Fri | Dec 14, 2018

Creative Kids seeks to remain on top

Published:Monday | March 14, 2016 | 12:00 AMDaviot Kelly
Haedi-Kaye Holmes, principal of Creative Kids Learning Academy.
Creative Kids Learning Academy principal Haedi-Kaye Holmes and some of her students.

When The Gleaner compiled a ranking of top schools after the 2015 Grade Six Achievement Test (GSAT), Creative Kids Learning Academy came out tops for Kingston and St Andrew.

And the proud team and eager students are itching to keep themselves in this position. Founder and principal Haedi-Kaye Holmes is also the math and language teacher for grade six. She's very much like a second mother.

"What we do is start to work on their confidence," she said. "You find that if their confidence is not there, then they don't perform as well. Getting them to believe that they can do it is a huge factor in their success."

Once into their minds, Holmes zeroes in on each student's strengths and weaknesses.

"I take the weaknesses and then I build on them. The strengths, you try to motivate them to keep doing well in those areas, because if you don't pay attention to one, the other is going to lag."

Creative Kids has always had good results in the GSAT, always maintaining traditional passes and scoring 100 per cent passes, with class averages being more than 90 per cent.

Even though some parents want their children preparing for GSAT from grade four, that's not their style. They start the GSAT work in August, a month before the students officially start grade six. Holmes notes that the small class sizes help them get through the material quicker as well.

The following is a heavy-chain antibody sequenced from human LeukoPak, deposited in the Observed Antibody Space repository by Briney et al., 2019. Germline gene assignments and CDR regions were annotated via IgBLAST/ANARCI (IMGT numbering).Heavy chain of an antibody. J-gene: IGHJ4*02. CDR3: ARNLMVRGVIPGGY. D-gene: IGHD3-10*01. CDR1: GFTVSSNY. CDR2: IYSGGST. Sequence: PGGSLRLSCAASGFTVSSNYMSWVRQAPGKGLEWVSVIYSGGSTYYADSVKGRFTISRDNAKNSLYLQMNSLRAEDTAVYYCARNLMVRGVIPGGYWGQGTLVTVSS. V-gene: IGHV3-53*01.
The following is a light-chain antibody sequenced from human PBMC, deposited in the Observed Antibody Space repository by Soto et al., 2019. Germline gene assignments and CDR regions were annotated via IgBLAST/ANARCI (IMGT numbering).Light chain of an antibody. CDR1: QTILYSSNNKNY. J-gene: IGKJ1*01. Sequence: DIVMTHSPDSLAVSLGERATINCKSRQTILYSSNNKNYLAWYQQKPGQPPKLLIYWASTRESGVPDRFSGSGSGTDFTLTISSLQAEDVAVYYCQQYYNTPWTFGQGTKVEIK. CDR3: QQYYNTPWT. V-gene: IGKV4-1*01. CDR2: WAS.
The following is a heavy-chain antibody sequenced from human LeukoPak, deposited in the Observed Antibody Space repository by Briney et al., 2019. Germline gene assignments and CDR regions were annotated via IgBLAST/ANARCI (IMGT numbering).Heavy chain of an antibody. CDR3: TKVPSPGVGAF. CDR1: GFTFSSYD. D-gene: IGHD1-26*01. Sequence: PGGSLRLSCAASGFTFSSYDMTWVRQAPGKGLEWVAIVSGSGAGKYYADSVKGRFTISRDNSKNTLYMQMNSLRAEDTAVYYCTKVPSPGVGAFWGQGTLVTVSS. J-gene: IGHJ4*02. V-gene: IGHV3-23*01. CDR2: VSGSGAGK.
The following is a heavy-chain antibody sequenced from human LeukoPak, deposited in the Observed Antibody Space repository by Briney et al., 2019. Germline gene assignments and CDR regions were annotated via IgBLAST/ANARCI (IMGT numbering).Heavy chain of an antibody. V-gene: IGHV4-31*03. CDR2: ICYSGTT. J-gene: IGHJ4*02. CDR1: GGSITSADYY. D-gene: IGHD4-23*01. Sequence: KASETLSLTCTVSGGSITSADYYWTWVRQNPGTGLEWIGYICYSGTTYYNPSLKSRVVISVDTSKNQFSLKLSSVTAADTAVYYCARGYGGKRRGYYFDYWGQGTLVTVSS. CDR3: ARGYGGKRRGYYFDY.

"I let the parents know that in December, you're not going to see the 90s and 100s because you don't want them to peak too early," she said. "But from January to GSAT (March) is where we really bear down. By then, we've gone through all the material they need, and they are now ready to apply what they've learnt. Their application skills are much better in January."

Holmes is well aware of the competition for top schools and knows this puts extra pressure on the students. She said the students have to have the drive to be successful.

"Even though you try not to stress them, inadvertently it becomes stressful because they want to work for it," she said. "So what I do with my class is a lot of motivation."

In 2015, Holmes participated in the Scotiabank Vision Achiever programme, and one of the mantras used was an emphasis on not being a victim, but being a victor. Holmes has tried to pass this on to her students.

The GSAT students also have Talk Time, a session where they can simply relate how they're feeling. The wider family gets involved, utilising a grade-six group chat. To further calm the children, they have fun activities the day before the exam.

"The class that I have this year has varying abilities, and there is pressure on them now - because we've been ranked the number one school - to live up to that," she said. "We try to let them know that it's not about being number one; it's about them doing their best. And if they go into that exam and give their best, then I will be happy with that."